There is company just beyond the light of his campfire; Snufkin has a certain sense for these things, lifting night-eyes to scan the woods around him. Everything is gray in the daybreak, hard to make out, but he still finds what he’s looking for.
“I know you’ve been following me since I left town,” Snufkin says mildly. He stirs the pot of stew with a patient hand. “There’s plenty here for the both of us if you’d like to join me.”
After a moment, someone drops down from a nearby tree. He pads over the leaves and forest litter without making a sound and settles down an arm's length away from where Snufkin is sitting. His legs are folded up, arms draped over his knees, as if he absolutely needs to be in position to nap at a moment’s notice.
Snufkin smiles. His usual reaction to this particular creature is fond amusement, and tonight is no different.
The Joxter tilts his head, blinking slowly. In the low light of pre-dawn, his eyes are very dark; or it could be his round pupils, swallowing up all the blue.
“H’llo, Snufkin,” he says, voice a lazy stretch, like taffy left out in the sun. “You don’t mind the company?”
They’re two of the same, and Snufkin knows his father would leave without ire or hurt feelings if Snufkin asked him to. As it is, though, “Not at all. I won’t be alone for much longer anyway. Spring is here, and it’s only two more days to Moominvalley.”
It’s unnecessary to point out, because the Joxter is probably familiar with the way himself by now. Since meeting Snufkin there two years ago, an adolescent son he had never known about, the Joxter has made it a point to spend at least summers in the valley. It’s common ground for them both, an easy place to navigate newfound family or peel away for time alone or time with friends.
Sometimes the Joxter leaves early, too restless to sit still, and Snufkin doesn’t begrudge him that. They always cross paths again on the road at some point, or in some faraway city or unmapped village, so there’s never any true need for goodbyes.
Snufkin is beginning to think his father is keeping loose tabs on him. This early morning is a perfect example. He just can’t think of why, when they both know Snufkin is self-sufficient, and has been since he was very small.
“Three days,” contests the Joxter, chin sinking down to rest on his knees. “You don’t sleep enough.”
Snufkin ignores the remark comfortably, passing him a bowl of the finished stew. His father gets most of the meat in his serving, and Snufkin most of the vegetables, and they’re both content as they tuck into the warm meal.
The peace lasts for about three minutes after that, and then a sudden frantic voice from overhead has Snufkin jumping in surprise.
“You there! Little snufkin! Won’t you help me?”
“Oh, dear,” Snufkin says, setting his food aside and climbing to his feet. There’s a bluebird swooping in frantic circles above his camp, and it can hardly calm down long enough to land on the arm he offers as a perch. “Slow down, my friend. What’s the trouble?”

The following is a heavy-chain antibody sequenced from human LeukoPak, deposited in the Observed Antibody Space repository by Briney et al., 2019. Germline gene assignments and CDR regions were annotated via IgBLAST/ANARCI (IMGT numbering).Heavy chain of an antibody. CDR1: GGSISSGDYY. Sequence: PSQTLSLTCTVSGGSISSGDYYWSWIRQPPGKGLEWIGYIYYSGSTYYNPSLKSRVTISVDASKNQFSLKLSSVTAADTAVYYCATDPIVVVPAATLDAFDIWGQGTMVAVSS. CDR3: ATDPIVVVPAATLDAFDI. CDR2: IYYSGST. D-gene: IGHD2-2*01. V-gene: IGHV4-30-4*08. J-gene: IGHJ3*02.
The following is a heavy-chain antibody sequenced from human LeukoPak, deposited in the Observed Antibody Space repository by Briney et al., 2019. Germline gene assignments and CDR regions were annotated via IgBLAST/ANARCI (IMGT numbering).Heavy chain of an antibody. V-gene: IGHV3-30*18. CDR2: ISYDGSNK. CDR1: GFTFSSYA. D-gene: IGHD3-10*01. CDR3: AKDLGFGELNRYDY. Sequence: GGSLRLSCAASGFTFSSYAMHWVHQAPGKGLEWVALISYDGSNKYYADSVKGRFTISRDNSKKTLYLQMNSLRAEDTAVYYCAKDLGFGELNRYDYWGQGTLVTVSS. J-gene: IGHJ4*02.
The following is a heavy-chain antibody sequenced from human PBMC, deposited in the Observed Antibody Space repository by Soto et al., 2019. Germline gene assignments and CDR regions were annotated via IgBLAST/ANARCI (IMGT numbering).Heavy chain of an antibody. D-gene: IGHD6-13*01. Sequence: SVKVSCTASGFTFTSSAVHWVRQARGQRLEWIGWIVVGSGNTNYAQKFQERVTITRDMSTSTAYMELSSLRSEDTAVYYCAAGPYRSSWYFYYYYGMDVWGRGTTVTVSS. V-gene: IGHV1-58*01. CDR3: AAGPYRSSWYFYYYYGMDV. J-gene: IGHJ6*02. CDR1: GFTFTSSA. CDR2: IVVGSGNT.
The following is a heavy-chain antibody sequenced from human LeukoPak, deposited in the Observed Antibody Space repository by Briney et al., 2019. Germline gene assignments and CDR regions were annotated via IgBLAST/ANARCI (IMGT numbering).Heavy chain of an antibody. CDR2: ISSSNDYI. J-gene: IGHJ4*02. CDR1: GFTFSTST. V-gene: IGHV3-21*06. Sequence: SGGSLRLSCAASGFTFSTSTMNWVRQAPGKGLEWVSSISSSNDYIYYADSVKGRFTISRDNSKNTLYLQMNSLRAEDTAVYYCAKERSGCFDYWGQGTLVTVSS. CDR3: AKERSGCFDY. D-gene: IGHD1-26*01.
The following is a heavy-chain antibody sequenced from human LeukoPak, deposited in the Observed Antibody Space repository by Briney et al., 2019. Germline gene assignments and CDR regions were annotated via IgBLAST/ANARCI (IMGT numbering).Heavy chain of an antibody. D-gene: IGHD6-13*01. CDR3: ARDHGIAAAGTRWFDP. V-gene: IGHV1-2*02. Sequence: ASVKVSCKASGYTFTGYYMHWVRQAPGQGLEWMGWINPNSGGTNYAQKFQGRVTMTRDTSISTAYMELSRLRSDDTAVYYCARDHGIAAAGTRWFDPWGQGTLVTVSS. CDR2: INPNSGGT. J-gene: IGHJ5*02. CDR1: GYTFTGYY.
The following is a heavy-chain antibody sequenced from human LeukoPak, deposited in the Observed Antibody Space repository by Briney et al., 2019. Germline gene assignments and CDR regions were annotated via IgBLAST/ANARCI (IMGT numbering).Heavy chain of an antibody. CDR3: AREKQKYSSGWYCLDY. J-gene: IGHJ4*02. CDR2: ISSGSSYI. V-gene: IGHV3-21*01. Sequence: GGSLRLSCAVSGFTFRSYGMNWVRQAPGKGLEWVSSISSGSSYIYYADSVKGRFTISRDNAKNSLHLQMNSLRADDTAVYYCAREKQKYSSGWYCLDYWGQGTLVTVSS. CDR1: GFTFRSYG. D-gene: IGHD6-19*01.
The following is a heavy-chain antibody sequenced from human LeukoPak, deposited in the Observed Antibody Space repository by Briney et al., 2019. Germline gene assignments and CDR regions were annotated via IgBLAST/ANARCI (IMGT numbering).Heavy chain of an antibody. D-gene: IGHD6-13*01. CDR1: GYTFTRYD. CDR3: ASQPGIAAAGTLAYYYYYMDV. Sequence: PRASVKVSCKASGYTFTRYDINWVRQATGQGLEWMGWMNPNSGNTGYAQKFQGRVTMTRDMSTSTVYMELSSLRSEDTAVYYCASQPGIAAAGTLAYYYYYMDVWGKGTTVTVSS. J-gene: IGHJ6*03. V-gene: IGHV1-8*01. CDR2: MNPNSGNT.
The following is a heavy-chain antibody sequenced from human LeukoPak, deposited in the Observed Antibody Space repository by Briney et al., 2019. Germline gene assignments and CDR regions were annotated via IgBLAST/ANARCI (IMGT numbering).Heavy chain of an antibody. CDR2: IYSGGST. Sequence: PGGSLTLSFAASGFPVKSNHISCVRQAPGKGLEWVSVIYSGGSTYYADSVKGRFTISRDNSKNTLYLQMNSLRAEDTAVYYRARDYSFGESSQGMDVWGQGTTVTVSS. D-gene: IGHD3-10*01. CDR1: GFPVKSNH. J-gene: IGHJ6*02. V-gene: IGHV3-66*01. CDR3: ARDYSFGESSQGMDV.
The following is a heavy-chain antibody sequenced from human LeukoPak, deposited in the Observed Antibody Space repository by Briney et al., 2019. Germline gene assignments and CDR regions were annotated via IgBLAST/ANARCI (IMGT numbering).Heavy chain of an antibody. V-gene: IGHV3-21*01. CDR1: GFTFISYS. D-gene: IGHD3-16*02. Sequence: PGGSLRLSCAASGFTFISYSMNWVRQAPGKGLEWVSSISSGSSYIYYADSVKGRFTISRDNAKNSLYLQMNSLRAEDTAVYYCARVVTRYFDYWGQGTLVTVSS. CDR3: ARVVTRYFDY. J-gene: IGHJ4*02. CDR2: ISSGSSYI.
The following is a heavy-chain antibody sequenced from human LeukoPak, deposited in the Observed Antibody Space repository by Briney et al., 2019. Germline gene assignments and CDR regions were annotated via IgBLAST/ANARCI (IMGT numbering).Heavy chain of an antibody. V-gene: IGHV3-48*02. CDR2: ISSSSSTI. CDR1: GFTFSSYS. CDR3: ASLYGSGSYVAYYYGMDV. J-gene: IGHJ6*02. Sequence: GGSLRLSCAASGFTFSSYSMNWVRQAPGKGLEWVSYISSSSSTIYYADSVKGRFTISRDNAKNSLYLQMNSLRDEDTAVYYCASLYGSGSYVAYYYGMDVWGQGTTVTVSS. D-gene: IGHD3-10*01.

“A snake came in the night and tried to eat my nestlings,” the bird cries. “My neighbors helped drive it away, but it upset the nest, and now my babies will fall!”
Alarmed, Snufkin skirts the fire and starts to run, without pausing even to grab his hat. “Lead me to it, and I’ll do my best to help.”
The bird takes flight and stays low, eye-level. The Joxter is keeping pace beside Snufkin on silent feet, curious and watchful.
“I forget that you can speak to birds,” the Joxter says. Birds avoid him, as do most small creatures, because he’s as much a predator as a snake in a nest. He knows better than to eat any of Snufkin’s companions, and generally has stopped offering to bring food to Snufkin’s campfire unless it’s fish. “How is it that you learned? It all sounds like chatter to me.”
Snufkin keeps his eyes on the bluebird so he doesn’t lose sight of it, even as he explains, “When I was young, there was no one else to talk to but the birds in the trees. After a while their music began to sound like language. It helps that I’m a good listener, I suppose.”
The Joxter doesn’t say anything after that, and it’s only moments later that they reach the bluebird’s tree. A quick glance doesn’t reveal any nests in precarious positions, so it must be on a higher bough. Snufkin spares a moment to wish he had had time to pull his smock on over his undershirt, because his arms will surely get scratched on the way up.
“I should do it,” his father says suddenly. “I’m the better climber.”
“They’re frightened enough as it is without you prowling around their babies,” Snufkin retorts, and eyes the lowest branch, which is still well above his head. His father has more than a foot of height on him, which lends itself to a handy solution, and he turns to wave the taller creature over. “Give me a boost, please. And then wait for me down here so you don’t send anyone into a fresh panic.”
Grumbling under his breath, the Joxter hoists Snufkin up enough that he can grab the branch and pull himself the rest of the way into the tree. Snufkin calls down his thanks, and the bluebird lands on his knee.
“This way,” it says, “not much farther! Oh, hurry!”
Snufkin follows it up easily, thanking all the warm afternoons he and his friends spent playing in the trees around the valley, because the experience certainly helps. His grip slips a few times, and once a branch bends beneath his weight, but he makes it to the nest without incident.
Right away, Snufkin can see the danger. The small bunch of branches the nest was safely built into are broken, the skirmish with the snake causing what was stable to lean hazardously to the side. The little ones inside have picked up on the bigger birds’ distress and their shrill cries work straight through Snufkin’s heart.